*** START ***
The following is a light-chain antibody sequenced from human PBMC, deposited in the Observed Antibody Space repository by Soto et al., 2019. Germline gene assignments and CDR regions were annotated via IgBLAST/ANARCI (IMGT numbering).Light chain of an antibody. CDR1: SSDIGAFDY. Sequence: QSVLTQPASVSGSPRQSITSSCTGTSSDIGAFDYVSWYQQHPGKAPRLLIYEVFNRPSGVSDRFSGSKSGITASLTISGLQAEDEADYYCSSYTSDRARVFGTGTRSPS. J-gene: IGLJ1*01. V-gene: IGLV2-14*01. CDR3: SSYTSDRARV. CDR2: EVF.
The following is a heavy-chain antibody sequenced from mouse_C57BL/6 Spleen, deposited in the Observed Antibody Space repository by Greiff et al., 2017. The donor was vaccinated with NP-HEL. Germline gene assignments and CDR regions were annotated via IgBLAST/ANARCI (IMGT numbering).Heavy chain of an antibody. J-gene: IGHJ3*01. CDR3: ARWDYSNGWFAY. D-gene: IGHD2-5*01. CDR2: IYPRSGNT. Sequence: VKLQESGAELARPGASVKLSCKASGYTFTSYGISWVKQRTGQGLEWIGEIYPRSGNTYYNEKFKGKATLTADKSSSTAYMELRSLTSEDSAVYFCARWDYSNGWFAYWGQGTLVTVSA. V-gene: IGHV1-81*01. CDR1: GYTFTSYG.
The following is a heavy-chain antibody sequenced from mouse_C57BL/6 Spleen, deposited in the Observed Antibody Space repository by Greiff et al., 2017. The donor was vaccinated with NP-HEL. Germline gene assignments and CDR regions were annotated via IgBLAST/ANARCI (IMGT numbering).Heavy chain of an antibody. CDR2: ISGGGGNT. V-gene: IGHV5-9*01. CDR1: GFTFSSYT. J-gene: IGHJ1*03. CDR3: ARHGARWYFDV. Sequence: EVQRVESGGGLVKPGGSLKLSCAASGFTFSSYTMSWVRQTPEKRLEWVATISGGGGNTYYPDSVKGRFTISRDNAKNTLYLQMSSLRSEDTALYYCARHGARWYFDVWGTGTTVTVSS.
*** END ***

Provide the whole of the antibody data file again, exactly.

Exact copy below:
The following is a light-chain antibody sequenced from human PBMC, deposited in the Observed Antibody Space repository by Soto et al., 2019. Germline gene assignments and CDR regions were annotated via IgBLAST/ANARCI (IMGT numbering).Light chain of an antibody. CDR1: SSDIGAFDY. Sequence: QSVLTQPASVSGSPRQSITSSCTGTSSDIGAFDYVSWYQQHPGKAPRLLIYEVFNRPSGVSDRFSGSKSGITASLTISGLQAEDEADYYCSSYTSDRARVFGTGTRSPS. J-gene: IGLJ1*01. V-gene: IGLV2-14*01. CDR3: SSYTSDRARV. CDR2: EVF.
The following is a heavy-chain antibody sequenced from mouse_C57BL/6 Spleen, deposited in the Observed Antibody Space repository by Greiff et al., 2017. The donor was vaccinated with NP-HEL. Germline gene assignments and CDR regions were annotated via IgBLAST/ANARCI (IMGT numbering).Heavy chain of an antibody. J-gene: IGHJ3*01. CDR3: ARWDYSNGWFAY. D-gene: IGHD2-5*01. CDR2: IYPRSGNT. Sequence: VKLQESGAELARPGASVKLSCKASGYTFTSYGISWVKQRTGQGLEWIGEIYPRSGNTYYNEKFKGKATLTADKSSSTAYMELRSLTSEDSAVYFCARWDYSNGWFAYWGQGTLVTVSA. V-gene: IGHV1-81*01. CDR1: GYTFTSYG.
The following is a heavy-chain antibody sequenced from mouse_C57BL/6 Spleen, deposited in the Observed Antibody Space repository by Greiff et al., 2017. The donor was vaccinated with NP-HEL. Germline gene assignments and CDR regions were annotated via IgBLAST/ANARCI (IMGT numbering).Heavy chain of an antibody. CDR2: ISGGGGNT. V-gene: IGHV5-9*01. CDR1: GFTFSSYT. J-gene: IGHJ1*03. CDR3: ARHGARWYFDV. Sequence: EVQRVESGGGLVKPGGSLKLSCAASGFTFSSYTMSWVRQTPEKRLEWVATISGGGGNTYYPDSVKGRFTISRDNAKNTLYLQMSSLRSEDTALYYCARHGARWYFDVWGTGTTVTVSS.